How do people ‘hear the dead’? Researchers reveal why some have ‘sixth sense’

DURHAM, United Kingdom — Is that strange noise at night simply the wind, or is there a spirit trying to talk with you? While most people will go their entire lives without an encounter with the paranormal, a new study finds some individuals are more prone to “hearing the dead.” Researchers from Durham University say Spiritualist mediums or others who can hear ghostly voices are more likely to engage in immersive mental activities and hear strange sounds early in life compared to someone without a “sixth sense.”

Study authors say their findings reveal why some people insist they can hear the voices of dead souls and eventually turn to spiritualist beliefs. Spiritualism is a religious movement which centers around the belief that a human soul still exists after death. These souls can even keep communicating with the living world; giving rise to the modern day interest in mediums and psychics.

Fox Sisters
The Fox sisters: Kate (1838-92), Leah (1814-90) and Margaret (or Maggie) (1836-93). Lithograph after a daguerreotype by Appleby. Published by N. Currier, New York. In 1848, two sisters from upstate New York, Maggie and Kate Fox, reported hearing ‘rappings’ and ‘knocks’ that they interpreted as communication coming from a spirit in their house. These events and these sisters would eventually be considered the originators of Spiritualism. (Credit: N. Currier, New York)

Mediums who say they hear these voices are experiencing clairaudient communications, according to researchers. This differs from the more common phrase clairvoyant (seeing) and clairsentient (feeling and sensing) ghostly presences.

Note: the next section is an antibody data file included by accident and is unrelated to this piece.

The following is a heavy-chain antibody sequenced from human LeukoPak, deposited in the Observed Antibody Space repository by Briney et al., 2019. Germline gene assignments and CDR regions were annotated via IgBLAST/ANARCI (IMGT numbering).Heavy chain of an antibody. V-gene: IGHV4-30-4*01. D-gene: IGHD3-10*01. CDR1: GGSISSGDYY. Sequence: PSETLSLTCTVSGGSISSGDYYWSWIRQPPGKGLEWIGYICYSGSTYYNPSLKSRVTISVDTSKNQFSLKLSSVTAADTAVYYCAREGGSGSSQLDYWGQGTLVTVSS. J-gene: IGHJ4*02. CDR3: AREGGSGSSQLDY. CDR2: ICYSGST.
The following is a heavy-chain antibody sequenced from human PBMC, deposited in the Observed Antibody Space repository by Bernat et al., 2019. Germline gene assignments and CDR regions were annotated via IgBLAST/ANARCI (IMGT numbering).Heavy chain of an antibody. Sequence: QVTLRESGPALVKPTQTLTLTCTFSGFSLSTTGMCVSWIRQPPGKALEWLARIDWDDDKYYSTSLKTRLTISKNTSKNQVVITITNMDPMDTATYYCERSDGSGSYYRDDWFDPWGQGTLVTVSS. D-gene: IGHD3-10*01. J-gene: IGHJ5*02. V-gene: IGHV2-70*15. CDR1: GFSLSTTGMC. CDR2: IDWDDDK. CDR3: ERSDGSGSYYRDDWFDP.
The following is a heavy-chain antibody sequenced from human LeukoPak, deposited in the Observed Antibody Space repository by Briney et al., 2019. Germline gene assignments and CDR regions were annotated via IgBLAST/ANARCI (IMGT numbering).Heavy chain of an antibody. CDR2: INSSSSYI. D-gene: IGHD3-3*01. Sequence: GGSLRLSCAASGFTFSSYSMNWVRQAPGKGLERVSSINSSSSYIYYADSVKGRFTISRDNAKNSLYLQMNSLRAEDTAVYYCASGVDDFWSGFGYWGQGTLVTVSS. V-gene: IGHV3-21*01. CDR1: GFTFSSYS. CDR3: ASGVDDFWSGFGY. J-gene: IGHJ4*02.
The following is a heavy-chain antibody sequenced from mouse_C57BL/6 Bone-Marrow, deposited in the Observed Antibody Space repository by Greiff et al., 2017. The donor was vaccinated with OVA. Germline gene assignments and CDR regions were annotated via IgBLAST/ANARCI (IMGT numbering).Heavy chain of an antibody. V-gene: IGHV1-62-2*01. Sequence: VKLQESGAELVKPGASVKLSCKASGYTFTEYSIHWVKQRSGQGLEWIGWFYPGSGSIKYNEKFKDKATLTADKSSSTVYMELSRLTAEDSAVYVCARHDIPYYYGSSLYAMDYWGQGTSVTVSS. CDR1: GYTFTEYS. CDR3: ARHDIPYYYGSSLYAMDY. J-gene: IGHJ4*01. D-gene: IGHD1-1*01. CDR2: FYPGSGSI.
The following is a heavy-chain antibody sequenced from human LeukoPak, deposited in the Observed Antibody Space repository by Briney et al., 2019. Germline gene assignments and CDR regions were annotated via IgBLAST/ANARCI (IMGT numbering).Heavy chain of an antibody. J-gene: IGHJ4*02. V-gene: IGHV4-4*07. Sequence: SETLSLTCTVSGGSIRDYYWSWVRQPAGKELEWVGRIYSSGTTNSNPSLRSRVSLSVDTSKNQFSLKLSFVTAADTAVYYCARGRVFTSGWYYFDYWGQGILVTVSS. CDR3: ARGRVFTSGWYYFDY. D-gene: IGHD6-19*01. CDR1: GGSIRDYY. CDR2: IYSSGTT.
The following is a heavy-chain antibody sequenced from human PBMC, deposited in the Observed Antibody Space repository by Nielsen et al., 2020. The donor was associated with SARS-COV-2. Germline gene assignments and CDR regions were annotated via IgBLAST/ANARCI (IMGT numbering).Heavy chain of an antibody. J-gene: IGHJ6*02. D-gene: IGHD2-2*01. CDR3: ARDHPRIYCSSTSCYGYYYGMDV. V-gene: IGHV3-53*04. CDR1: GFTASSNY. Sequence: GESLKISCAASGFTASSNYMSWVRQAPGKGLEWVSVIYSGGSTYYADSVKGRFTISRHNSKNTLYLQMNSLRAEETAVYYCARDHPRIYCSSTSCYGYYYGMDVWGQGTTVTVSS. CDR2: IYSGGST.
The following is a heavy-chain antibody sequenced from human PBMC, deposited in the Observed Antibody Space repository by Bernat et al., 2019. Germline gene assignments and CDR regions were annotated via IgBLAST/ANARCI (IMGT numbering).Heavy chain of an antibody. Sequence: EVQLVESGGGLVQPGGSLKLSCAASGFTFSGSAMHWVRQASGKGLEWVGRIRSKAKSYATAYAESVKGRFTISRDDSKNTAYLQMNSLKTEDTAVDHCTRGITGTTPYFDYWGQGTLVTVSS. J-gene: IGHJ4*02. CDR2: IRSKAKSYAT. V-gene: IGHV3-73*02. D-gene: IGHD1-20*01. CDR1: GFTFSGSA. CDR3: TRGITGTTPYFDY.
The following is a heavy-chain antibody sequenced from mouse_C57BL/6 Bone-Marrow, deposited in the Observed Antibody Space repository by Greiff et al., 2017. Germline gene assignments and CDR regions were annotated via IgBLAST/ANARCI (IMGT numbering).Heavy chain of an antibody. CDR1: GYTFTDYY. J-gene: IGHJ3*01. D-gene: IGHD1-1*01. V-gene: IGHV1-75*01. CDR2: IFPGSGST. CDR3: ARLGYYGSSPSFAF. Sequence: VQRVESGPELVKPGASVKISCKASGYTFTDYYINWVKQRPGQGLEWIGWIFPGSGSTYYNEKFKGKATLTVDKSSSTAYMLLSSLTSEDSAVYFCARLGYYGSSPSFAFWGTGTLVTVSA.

Hearing the dead is all about absorption

Researchers surveyed 65 clairaudient mediums from the Spiritualists’ National Union and 143 ordinary people to examine this phenomenon. The results reveal that spiritualists have a strong link to absorption — a deep involvement in mental or imaginative activities or experiencing altered states of consciousness.

The study also finds mediums are more likely to hear voices or other strange sounds early in life. Researchers also compared the participant’s levels of hallucination-proneness, aspects of identity, and belief in the paranormal.

The survey finds nearly half (44.6%) of spiritualist participants say they hear the dead on a daily basis. Another 33.8 percent had a clairaudient experience within one day of the survey. Nearly four in five add clairaudient experiences are part of their daily lives.

As for where this communication is taking place, 65 percent of mediums say spirits communicate with them “inside the head.” However, one in three spiritualists report having a ghostly experience both inside and outside of their head. The average spiritualist starts hearing voices at age 21. Compared with respondents from the general population, a spiritualist scores much higher on tests for absorption.

Not bothered by peer-pressure

Perhaps some of the ability to hear strange signals from the great beyond has a connection to our own self-confidence. Study authors find mediums in the survey are much less likely to be concerned with the opinion of others.

Along with not giving in to social pressures, spiritualists also express more desire to learn why they’re hearing these voices and have a higher belief in the paranormal than most people.

“Our findings say a lot about ‘learning and yearning’. For our participants, the tenets of Spiritualism seem to make sense of both extraordinary childhood experiences as well as the frequent auditory phenomena they experience as practicing mediums,” lead researcher Dr. Adam Powell says in a media release. “But all of those experiences may result more from having certain tendencies or early abilities than from simply believing in the possibility of contacting the dead if one tries hard enough.”

“Spiritualists tend to report unusual auditory experiences which are positive, start early in life and which they are often then able to control. Understanding how these develop is important because it could help us understand more about distressing or non-controllable experiences of hearing voices too,” Dr. Peter Moseley from Northumbria University adds.

The study appears in the journal Mental Health, Religion and Culture.

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